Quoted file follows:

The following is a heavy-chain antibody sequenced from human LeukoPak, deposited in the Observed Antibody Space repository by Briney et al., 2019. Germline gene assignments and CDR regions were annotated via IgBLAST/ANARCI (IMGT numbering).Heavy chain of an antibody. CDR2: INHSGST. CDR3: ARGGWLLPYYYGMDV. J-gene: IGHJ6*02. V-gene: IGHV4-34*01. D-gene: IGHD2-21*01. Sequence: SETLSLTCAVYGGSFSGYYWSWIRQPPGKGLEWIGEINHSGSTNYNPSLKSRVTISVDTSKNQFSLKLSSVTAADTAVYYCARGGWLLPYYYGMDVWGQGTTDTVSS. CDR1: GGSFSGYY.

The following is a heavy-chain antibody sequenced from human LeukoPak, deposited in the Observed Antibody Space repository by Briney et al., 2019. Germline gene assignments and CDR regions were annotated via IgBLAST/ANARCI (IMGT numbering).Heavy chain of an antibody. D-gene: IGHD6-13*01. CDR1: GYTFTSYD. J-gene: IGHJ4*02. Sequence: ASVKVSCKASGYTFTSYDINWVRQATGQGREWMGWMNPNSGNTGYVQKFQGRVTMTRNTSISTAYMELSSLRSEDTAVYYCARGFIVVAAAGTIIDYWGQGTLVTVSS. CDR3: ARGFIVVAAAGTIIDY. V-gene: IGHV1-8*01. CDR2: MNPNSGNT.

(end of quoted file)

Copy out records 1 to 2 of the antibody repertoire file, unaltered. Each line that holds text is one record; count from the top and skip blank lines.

The following is a heavy-chain antibody sequenced from human LeukoPak, deposited in the Observed Antibody Space repository by Briney et al., 2019. Germline gene assignments and CDR regions were annotated via IgBLAST/ANARCI (IMGT numbering).Heavy chain of an antibody. CDR2: INHSGST. CDR3: ARGGWLLPYYYGMDV. J-gene: IGHJ6*02. V-gene: IGHV4-34*01. D-gene: IGHD2-21*01. Sequence: SETLSLTCAVYGGSFSGYYWSWIRQPPGKGLEWIGEINHSGSTNYNPSLKSRVTISVDTSKNQFSLKLSSVTAADTAVYYCARGGWLLPYYYGMDVWGQGTTDTVSS. CDR1: GGSFSGYY.

The following is a heavy-chain antibody sequenced from human LeukoPak, deposited in the Observed Antibody Space repository by Briney et al., 2019. Germline gene assignments and CDR regions were annotated via IgBLAST/ANARCI (IMGT numbering).Heavy chain of an antibody. D-gene: IGHD6-13*01. CDR1: GYTFTSYD. J-gene: IGHJ4*02. Sequence: ASVKVSCKASGYTFTSYDINWVRQATGQGREWMGWMNPNSGNTGYVQKFQGRVTMTRNTSISTAYMELSSLRSEDTAVYYCARGFIVVAAAGTIIDYWGQGTLVTVSS. CDR3: ARGFIVVAAAGTIIDY. V-gene: IGHV1-8*01. CDR2: MNPNSGNT.